Once the press got hold of it, the reviews were plentiful and they were positive. Yes, the smaller engined cars left a little to be desired, but get the right engine and the right specification and what you were left with was a car that could get you anywhere and do anything. It was and still is a huge, huge success.
And of course, the 5 Series would be nothing without an M5 performance version. The first M5 to be fitted with a V8, the raw, mechanical power made the E39 M5 an icon. A hairy-chested, chain-smoking, gravelly-voiced angry thing of a car. And one that, in all honesty, the M5s built from the following 5 Series generations have never really matched.
What are prices like?
Bargain basement, in a nutshell. But that won’t be the case for long. The base models, the 2.0 models for example, are the cheapest. It’s not hard to find an SE 2.0 with high miles and limited history for as little as £500. Obviously steer clear of these cars. Push your budget up to £2,000 onwards and you’ll be laughing. This will get you a tidy 528i or 530i, with leather, average miles and plenty of service history, which is important for these cars.
Push that budget up another grand and you’re into Sport territory. And Sport territory is good territory. Never has the addition of some model-specific alloys and a bit of a body-kit transformed a car so much. You also get leather sports seats, leather steering wheel and some other bits and bobs. But above all that, you get a car that still turns heads today. But it’s not all looks, the lowered and stiffer suspension takes the E39 to another level in terms of driver appeal. Get yourself a 530i Sport and you’ll be smiling every time you go for a drive.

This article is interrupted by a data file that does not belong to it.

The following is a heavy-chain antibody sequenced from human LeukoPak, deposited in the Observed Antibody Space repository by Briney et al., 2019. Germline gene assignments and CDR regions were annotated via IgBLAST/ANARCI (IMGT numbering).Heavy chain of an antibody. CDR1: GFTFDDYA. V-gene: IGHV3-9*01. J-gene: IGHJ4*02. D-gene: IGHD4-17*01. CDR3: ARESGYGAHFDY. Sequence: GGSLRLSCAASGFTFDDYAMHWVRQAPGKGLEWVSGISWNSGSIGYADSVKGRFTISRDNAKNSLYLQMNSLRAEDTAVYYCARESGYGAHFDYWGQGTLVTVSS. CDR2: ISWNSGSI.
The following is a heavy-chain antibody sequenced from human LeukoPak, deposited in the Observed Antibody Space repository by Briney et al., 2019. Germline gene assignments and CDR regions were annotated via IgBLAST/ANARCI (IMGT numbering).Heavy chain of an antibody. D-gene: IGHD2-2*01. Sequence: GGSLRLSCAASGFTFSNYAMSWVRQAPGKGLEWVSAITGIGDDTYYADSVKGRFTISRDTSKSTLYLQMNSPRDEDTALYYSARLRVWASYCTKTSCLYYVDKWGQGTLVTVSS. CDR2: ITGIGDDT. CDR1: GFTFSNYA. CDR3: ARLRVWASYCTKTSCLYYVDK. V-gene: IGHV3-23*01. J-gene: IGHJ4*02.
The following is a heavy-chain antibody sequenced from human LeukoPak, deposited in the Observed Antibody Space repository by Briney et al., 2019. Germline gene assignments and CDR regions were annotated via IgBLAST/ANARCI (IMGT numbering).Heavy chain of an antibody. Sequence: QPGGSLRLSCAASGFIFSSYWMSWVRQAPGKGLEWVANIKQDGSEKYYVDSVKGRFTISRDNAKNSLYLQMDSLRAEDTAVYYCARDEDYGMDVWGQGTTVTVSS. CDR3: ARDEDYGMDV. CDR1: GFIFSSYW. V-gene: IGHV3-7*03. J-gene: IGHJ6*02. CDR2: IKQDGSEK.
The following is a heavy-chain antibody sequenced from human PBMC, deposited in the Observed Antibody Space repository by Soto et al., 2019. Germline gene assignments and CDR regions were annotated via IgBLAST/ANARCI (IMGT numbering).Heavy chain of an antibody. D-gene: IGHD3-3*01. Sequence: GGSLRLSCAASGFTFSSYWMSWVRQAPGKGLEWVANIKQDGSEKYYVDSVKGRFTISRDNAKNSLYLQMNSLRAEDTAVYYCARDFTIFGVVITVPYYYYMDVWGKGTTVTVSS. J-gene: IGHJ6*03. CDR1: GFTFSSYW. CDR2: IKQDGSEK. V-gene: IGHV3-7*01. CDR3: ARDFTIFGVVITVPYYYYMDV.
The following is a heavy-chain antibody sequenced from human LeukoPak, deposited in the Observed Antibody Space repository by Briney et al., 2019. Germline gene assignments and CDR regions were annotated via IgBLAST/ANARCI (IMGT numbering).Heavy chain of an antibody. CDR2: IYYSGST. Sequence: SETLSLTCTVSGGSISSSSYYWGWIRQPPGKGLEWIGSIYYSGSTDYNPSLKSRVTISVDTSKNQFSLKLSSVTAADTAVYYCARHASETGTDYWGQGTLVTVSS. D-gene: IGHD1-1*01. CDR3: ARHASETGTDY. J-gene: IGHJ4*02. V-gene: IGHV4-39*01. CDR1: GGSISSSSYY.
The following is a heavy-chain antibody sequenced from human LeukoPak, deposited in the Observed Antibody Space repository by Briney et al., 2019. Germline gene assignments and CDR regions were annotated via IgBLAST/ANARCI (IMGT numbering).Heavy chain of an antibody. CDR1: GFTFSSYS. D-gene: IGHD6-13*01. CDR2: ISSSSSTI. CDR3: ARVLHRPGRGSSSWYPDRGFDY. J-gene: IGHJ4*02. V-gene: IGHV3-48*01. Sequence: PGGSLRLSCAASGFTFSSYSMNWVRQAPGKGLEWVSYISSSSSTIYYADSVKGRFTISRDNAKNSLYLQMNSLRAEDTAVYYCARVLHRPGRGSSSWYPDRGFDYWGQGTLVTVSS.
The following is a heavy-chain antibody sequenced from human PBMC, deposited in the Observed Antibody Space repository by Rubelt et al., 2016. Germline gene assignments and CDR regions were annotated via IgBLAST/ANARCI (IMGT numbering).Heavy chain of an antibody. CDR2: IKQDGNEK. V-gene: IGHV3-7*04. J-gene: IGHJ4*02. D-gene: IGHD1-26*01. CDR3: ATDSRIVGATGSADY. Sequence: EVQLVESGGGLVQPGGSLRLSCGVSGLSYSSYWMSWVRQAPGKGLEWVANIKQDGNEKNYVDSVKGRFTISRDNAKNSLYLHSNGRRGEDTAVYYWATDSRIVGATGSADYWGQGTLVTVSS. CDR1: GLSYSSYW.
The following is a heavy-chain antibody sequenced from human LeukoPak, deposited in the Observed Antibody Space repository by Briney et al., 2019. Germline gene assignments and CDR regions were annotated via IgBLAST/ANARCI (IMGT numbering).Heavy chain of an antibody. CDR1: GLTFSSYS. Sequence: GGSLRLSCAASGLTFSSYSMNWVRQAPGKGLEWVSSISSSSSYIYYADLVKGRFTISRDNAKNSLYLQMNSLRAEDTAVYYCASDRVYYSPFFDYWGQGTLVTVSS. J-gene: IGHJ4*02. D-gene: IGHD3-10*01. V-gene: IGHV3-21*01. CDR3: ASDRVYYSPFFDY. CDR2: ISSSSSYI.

Finally, there is the M5. These can be had for as little as £10,000, though be warned, these cars will have been abused and will more than likely need some affection as well as a couple of quid. Up your budget to £12,500 – 15,000 and you’ll get a cared for example. Bonus points if you can get a pre-2000 one, as you’ll get the same car, but cheaper road tax.
Why should I buy one?
Why shouldn’t you? The E39 is an accomplished, well-built, respected and above all, exciting car to own. It’s handsome, it’s fast in the right trim, it’s engineered to absolute perfection and it’s cheap to buy (for now at least). Old BMWs always, always find a following and the E39 is no exception. Trust us when we say that this car has got ‘classic’ written all over it. It’s just a case of deciding on whether you get in there now, while prices are low, or wait until they go up. You know it makes sense to buy one now. And if you buy an estate, that’s your family car sorted out. A cool future classic that you can use every day. What’s not to like?
How long until I see a return?
The car to buy as an investment would be the M5 – prices have bottomed out and are now back on the climb. The same can be said for low-mileage, well cared for Sport models, though only really those that are 2.8 or bigger. 540i Sports, for example, will climb as they’re seen as the next best thing to an M5. As for non-sport models, the market is a little flat for those at the moment, but for clean, low-mileage cars with full history there will always be a keen and cash-laden market. People are starting to see the E39 for the classic it is. This is your chance to get ahead of the curve.